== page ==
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I knew I was in for trouble. I mean, what was I thinking, running into a random forest past my curfew? What was I even running after? I wanted to stop, but for some reason, I couldn’t! I was confused. I was scared. Better yet, I was terrified.
But despite the fact that I didn’t even know where I was going, I continued to race through the trees, my heart pounding like a jackhammer, the moon the only thing casting light on my path. It was as if my legs were moving on their own, and I had no control over what they were doing.
My lungs burned, and I choked on my own breath as I sprinted nonstop. I knew I had no chance trying to stop myself. But then, all of a sudden, I did.
I halted mid-stride, lost my balance, and toppled over myself onto the hard, cold ground. Millions of thoughts circled through my brain. Where am I? How did I get here? What’s wrong with me?
Suddenly, though, my thoughts were interrupted by a voice. “You’re here. Finally. I’ve been waiting.”
I flung myself up into a sitting position, and glanced around in fright. I could feel my heart thumping in my ears, and sweat trickled down my face and neck. “Who-who’s the-the-there?” I stammered.
In response to this, I could faintly see a dark figure emerge from the vegetation. “It doesn’t matter who I am,” the figure explained, “All that matters is you.”
My forehead creased in confusion, “Me?”
The figure did not answer, but simply took a few more steps forward. Soon, I could see all of his features in the muted light of the moon. He was a tall, slender young man with light brown hair held back in a low ponytail. He wore a dark grey overcoat, and kept his hands hidden in deep pockets. A serious expression was on his face as he studied me.
I wanted to ask him who he was, or why he wanted me, but I found that no words could escape my lips as I waited. And waited.
After what seemed like hours of endless silence, he finally spoke again, “My name is Dimitri. I am a member of the Guard of the Shadow Lands. I have come to bring you there with me. The Queen has requested you.”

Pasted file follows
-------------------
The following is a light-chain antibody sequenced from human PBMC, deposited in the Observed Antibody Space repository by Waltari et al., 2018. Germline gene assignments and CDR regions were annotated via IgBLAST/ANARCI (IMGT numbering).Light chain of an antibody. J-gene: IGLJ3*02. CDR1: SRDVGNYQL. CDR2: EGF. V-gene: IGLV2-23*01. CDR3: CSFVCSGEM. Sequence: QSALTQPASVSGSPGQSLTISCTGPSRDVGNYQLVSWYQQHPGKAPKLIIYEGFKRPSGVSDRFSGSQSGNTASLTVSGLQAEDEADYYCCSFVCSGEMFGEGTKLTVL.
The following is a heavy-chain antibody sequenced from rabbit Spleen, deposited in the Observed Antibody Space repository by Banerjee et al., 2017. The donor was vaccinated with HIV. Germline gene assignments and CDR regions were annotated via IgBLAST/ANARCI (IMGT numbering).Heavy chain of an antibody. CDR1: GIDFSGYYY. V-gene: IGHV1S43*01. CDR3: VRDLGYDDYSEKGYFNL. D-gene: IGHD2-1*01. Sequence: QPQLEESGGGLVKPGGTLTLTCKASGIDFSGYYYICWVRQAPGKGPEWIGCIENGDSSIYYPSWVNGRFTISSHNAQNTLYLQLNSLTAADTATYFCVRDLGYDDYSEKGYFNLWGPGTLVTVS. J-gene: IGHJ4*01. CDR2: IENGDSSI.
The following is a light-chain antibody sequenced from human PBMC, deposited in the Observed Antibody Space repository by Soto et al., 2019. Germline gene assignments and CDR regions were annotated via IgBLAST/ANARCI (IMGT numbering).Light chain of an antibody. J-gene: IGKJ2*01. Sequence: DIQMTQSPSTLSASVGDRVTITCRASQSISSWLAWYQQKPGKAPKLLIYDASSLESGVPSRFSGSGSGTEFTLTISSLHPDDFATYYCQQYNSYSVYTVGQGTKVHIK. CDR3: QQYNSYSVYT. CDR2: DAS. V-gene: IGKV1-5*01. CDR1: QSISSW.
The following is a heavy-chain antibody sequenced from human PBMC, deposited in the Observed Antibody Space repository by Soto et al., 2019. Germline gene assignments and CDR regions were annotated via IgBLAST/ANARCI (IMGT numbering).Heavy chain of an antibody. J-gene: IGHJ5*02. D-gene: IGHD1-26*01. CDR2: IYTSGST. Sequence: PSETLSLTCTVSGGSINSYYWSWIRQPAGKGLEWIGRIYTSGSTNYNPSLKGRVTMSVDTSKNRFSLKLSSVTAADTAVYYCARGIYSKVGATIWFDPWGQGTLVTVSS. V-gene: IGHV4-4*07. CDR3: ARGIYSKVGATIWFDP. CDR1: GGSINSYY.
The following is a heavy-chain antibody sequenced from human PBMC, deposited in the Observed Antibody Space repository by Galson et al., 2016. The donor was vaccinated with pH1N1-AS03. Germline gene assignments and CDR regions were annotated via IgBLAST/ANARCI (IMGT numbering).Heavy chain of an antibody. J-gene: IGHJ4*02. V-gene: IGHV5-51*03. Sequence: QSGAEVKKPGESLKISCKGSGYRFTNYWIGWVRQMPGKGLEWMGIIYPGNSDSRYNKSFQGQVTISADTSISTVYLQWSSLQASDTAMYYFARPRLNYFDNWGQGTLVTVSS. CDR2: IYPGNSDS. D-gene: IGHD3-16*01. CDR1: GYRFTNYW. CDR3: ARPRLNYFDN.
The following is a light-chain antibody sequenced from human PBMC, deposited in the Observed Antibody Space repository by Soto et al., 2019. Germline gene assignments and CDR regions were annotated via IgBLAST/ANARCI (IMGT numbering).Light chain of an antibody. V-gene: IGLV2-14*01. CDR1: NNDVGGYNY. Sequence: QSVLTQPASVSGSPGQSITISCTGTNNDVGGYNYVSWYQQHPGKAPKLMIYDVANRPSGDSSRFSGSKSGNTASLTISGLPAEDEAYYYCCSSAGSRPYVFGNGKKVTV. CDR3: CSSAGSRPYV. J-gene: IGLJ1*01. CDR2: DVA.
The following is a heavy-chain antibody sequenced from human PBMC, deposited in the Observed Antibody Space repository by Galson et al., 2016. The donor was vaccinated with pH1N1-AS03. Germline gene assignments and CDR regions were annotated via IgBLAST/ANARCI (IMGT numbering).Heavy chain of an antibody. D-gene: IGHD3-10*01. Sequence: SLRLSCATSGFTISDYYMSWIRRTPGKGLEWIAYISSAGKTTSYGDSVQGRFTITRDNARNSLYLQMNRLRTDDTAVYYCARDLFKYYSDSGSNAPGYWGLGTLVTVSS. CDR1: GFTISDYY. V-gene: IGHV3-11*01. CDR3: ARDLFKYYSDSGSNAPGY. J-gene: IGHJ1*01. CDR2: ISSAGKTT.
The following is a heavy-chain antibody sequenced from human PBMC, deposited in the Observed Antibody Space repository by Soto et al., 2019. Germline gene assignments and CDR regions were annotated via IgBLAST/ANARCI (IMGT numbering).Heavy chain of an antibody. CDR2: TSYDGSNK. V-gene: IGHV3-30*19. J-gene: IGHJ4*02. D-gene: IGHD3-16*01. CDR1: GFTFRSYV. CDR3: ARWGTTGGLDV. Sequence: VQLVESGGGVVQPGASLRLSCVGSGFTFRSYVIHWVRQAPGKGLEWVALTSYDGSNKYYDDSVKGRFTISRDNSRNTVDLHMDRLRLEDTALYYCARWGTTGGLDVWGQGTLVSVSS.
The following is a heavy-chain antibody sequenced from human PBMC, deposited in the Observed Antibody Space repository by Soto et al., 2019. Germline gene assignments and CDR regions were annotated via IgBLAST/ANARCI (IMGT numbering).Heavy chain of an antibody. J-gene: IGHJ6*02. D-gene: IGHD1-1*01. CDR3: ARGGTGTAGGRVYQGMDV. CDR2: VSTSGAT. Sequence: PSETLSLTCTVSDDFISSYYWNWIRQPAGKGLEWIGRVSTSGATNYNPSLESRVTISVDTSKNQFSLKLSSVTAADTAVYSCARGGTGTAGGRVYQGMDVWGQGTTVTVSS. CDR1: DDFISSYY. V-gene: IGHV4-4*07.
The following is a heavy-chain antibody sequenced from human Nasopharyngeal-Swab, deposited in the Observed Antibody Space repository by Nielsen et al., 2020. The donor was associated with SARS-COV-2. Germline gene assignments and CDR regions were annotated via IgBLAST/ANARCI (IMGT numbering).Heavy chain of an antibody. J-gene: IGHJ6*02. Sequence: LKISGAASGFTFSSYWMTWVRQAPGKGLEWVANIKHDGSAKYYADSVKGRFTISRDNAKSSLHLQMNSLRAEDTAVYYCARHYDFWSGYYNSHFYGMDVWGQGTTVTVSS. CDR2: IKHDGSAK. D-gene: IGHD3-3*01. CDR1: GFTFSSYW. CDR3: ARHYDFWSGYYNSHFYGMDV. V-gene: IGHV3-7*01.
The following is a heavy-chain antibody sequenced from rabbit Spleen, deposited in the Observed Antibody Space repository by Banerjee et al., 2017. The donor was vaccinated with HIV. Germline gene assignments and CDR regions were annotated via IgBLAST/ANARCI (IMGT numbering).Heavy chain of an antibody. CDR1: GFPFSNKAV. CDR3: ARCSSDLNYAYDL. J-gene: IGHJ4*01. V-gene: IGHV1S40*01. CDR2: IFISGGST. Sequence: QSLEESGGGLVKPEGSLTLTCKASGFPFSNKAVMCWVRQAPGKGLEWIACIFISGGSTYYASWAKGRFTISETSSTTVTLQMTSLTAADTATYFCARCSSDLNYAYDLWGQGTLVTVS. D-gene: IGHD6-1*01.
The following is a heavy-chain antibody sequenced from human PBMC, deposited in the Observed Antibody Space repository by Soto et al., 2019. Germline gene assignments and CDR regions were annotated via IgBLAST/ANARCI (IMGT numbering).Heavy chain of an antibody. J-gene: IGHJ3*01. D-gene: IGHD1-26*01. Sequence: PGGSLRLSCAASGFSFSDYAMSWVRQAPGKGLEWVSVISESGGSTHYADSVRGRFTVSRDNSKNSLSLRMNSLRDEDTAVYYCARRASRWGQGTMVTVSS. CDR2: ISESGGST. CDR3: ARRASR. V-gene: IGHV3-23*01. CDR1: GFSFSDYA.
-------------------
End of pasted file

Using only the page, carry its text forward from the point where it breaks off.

I tilted my head to one side. I still didn’t understand. Why did they want me? What was so special about me?
As if reading my mind, Dimitri said, “No time for questions. We must go. Now,” he held out his hand, “come.”
I hesitated for a moment. How did I know I could trust him? For all I knew, he could be some creepy stalker guy trying to kidnap me!
A smile played across his lips, “Don’t worry. Just take my hand.”
Deciding that I really had no other option than to listen to him, I pushed myself up off the ground, staggered forward slowly, and put my hand in his.
It felt as though that touch sent electric shocks through my body, and I cringed. Through closed eyes, I could hear a quiet chuckle come from Dimitri, and then a loud boom erupted around me.
I whipped my eyelids open again, and gasped at my surroundings. Just like that, within what seemed like only a second of blindness, I had traveled to some kind of other dimension.
I was in a dark, shadowed room. The long walls traveled upward until they vanished into complete and utter darkness. Absolutely no windows or doors were anywhere in sight. But that wasn’t even the weirdest part. The weirdest part was that I was floating.
“What the heck?” I said to nobody in particular, as I twisted my head downward, expecting to see nothing. What I didn’t expect was a dim light shining at the very bottom of my field of vision. I squinted as hard as I could, and when I did, the light seemed to brighten. It got brighter and brighter, until it settled all around me.
And then, there she was.
Out of nowhere, an elderly lady had seemingly dissolved in front of me. She had a kind face, high cheekbones, and her lips were curved into a bright smile.
“Why, hello, there,” a voice that sounded like bells chiming said.
“Um, hi,” I replied stupidly.
“It’s nice to finally meet you, Rose,” the bells continued, “I am looking forward to a wonderful life with you. You have great potential as a future queen.”
My eyes widened. Me? A queen? “No, you must have the wrong person. I’m no queen!”
The lady laughed, as if that answer was funny to her, “Oh, yes, you are.”
I crossed my arms over my chest. “No. I will not do it.”
Her giddy smile faded, and she was serious all of a sudden, “Yes you will,” she said, “Or your mother...well, let’s just say she’ll be taking her last breath.” An evil expression formed on her face.
I gasped. No. She couldn’t kill my mother. I’d rather be the one that died than her.
So, although it pained me to say it, I finally gave in. “Ok, I-I’ll do it. Just leave my mother be.”
“Ha!” the woman’s face twisted into the most horrible expression I had ever seen, and her voice changed from lovely to ferocious, “We’ll see about that.”
And then, just like that, everything faded into black.